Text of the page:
Among the natural carbon sinks in earth's biogeochemical system, the world's oceans play the dominant role in buffering changes in atmospheric CO2 concentrations. Covering 70% of the earth's surface, the oceans contain approximately 50 times the carbon present in the atmosphere. The annual carbon flux between the atmosphere and the oceans is approximately 100 Pg (100 billion metric tons) . The net uptake of CO2 by the global oceans, under non-El Nino conditions, has been estimated to be approximately 2 Pg C year-1 (2 billion metric tons) .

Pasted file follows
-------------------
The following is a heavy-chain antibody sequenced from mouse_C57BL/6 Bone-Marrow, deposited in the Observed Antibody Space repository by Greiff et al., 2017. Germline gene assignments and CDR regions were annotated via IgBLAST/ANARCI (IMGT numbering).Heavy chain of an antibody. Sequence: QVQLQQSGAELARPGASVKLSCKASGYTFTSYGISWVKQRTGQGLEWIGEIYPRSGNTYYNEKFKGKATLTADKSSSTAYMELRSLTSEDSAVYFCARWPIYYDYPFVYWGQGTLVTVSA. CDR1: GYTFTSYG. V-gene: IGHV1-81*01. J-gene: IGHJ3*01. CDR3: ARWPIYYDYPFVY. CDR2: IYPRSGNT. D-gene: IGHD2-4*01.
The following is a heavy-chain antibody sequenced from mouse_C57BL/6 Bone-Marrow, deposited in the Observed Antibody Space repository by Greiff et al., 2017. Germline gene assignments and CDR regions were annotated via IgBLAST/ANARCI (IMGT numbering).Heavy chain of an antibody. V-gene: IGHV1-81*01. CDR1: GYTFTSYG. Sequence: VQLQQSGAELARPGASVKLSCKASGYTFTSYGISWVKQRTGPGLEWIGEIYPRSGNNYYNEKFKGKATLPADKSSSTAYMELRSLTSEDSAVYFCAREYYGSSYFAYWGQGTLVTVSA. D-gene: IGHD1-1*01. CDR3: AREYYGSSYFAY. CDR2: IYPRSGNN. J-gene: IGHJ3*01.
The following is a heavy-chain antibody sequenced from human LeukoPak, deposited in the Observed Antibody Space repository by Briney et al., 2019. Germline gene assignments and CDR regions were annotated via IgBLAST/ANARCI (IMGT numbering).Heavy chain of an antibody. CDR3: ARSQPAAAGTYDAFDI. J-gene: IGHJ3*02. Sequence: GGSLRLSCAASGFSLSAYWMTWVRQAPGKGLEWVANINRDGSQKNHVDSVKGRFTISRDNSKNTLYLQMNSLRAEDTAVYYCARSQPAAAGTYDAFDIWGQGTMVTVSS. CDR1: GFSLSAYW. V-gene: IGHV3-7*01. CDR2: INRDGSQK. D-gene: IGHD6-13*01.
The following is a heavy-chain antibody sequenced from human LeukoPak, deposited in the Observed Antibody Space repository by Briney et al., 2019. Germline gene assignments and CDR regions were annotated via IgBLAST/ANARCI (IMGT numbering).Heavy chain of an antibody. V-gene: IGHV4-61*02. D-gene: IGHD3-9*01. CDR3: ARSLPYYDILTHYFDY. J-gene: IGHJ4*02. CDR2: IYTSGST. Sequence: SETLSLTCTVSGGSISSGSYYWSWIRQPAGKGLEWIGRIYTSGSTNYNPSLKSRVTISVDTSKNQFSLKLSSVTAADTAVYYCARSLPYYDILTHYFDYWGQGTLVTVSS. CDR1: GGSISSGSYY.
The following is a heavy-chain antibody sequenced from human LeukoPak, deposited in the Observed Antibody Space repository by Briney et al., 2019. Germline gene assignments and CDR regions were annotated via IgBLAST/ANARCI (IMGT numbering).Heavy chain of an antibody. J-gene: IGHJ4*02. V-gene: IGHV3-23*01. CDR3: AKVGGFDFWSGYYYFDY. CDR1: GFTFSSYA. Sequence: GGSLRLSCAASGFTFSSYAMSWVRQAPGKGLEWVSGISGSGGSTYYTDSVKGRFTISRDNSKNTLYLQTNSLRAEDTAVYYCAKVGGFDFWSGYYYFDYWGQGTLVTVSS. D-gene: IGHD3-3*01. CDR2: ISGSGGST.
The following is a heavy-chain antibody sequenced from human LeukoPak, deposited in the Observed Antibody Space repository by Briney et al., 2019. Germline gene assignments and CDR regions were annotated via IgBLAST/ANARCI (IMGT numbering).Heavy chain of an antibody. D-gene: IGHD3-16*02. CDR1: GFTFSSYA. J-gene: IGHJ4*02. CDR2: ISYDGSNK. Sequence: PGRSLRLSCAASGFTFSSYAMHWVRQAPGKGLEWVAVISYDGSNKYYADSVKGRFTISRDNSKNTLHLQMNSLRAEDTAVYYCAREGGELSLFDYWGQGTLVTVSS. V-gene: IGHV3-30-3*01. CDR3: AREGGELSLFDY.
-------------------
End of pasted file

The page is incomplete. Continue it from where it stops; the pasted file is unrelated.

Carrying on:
Atmospheric CO2 partitions into the ocean by dissolution and is, then, removed by either chemical ("solubility pump") or biological processes ("biological carbon pump")  . Amplifying these natural CO2 sequestration processes by changing the chemistry of the ocean surface has been proposed as a geoengineering strategy.
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